AUSTIN, Texas—A University of Texas at Austin School of Nursing professor, who believes there are significant ethnic differences in how women experience menopause, is conducting a $1.2 million National Institutes of Health study to collect data on 500 middle-aged women nationwide.
The project is Internet-based and will look at ethnic differences in menopausal symptoms reported by four of the most common ethnic groups of women across the United States: White, Hispanic, African American and Asian.
“Increasing ethnic diversity of our population requires health professionals to practice with greater cultural competence in areas such as the management of menopausal symptoms, where cultural beliefs mediate the biology of reproduction and aging,” said Dr. Eun-Ok Im, principal investigator.
A growing number of studies have challenged the universality of menopausal symptoms by indicating ethnic differences in how women experience them. For example, it has been reported that the majority of white women experience hot flashes whereas Asian women experience hot flashes but at a lower prevalence rate, and that Hispanic women experience more urinary problems and African American women have more weight gain.
“All of this has been reported but findings are inconsistent,” Im said, adding that another study compared Japanese American and white women in Hawaii and found no significant differences in menopausal symptoms.
Im believes her study will present a more valid comparison because she is getting equal numbers of participants from each ethnic group.
“There are several national scope studies among midlife women, but their focus is not on ethnic differences in menopausal symptoms,” she said.
The study will look at a number of issues, including a woman’s socio-economic group, ethnicity, race, physical activity, kinds of food frequently eaten, menopausal symptoms and attitudes toward menopause, including general feelings about overall health. Types of medication taken, including herbal remedies for hot flash symptoms, also will be recorded.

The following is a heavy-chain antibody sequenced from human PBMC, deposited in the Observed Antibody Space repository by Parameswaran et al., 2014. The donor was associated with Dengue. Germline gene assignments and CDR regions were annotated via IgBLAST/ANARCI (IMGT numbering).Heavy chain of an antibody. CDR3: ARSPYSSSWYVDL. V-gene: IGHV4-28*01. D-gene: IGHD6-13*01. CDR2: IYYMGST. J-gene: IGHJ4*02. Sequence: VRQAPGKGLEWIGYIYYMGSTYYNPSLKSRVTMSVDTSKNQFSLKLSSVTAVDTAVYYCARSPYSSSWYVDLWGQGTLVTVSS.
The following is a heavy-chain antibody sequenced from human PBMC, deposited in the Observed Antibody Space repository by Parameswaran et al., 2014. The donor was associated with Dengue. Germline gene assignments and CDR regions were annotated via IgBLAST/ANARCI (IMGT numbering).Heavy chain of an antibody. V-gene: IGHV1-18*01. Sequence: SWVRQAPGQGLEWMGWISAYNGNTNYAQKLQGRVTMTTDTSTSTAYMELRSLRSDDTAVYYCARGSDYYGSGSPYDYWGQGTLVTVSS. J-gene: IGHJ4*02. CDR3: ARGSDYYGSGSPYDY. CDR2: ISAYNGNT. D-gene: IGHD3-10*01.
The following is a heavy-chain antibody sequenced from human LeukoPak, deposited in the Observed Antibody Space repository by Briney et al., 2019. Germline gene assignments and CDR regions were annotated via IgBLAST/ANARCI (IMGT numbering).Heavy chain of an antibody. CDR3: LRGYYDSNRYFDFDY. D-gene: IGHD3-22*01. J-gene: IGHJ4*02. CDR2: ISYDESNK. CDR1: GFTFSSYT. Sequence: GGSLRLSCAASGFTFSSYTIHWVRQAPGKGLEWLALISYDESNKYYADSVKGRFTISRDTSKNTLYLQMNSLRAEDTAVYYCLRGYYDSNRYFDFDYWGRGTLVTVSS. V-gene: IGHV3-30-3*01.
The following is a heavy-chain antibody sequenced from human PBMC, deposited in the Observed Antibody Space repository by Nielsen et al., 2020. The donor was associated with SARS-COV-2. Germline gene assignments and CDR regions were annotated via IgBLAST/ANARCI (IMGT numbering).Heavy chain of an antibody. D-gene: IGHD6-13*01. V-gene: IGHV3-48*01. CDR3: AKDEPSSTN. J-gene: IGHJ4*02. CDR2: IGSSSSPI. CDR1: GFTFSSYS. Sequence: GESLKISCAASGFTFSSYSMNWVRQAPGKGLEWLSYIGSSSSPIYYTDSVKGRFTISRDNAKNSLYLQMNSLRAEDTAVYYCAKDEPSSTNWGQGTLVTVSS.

“It is very important to look at attitude,” said Im, adding that other studies have shown that African American women have more positive attitudes toward menopause than white women and that white women are primarily concerned about menopause as a harbinger of physical aging. In addition, Asian women living in cultures where social status increases with age also have been reported to have positive attitudes toward menopause and aging.
Im’s research uses innovative Internet data collection methods to collect national data and essential information about specific ethnic differences in menopausal symptom experiences.
“With advances in computer technologies, the Internet now provides an excellent medium of national and international communication and allows people in different geographical areas to communicate and exchange their experiences and opinions,” she said.
When completed in 2009, Im hopes the research will contribute to health care planning from women’s own perspectives and help develop decision support systems for menopausal symptom management. She also anticipates that the findings will work to eliminate ethnic biases and inequity in menopausal symptom management and promote culturally competent care for menopausal women.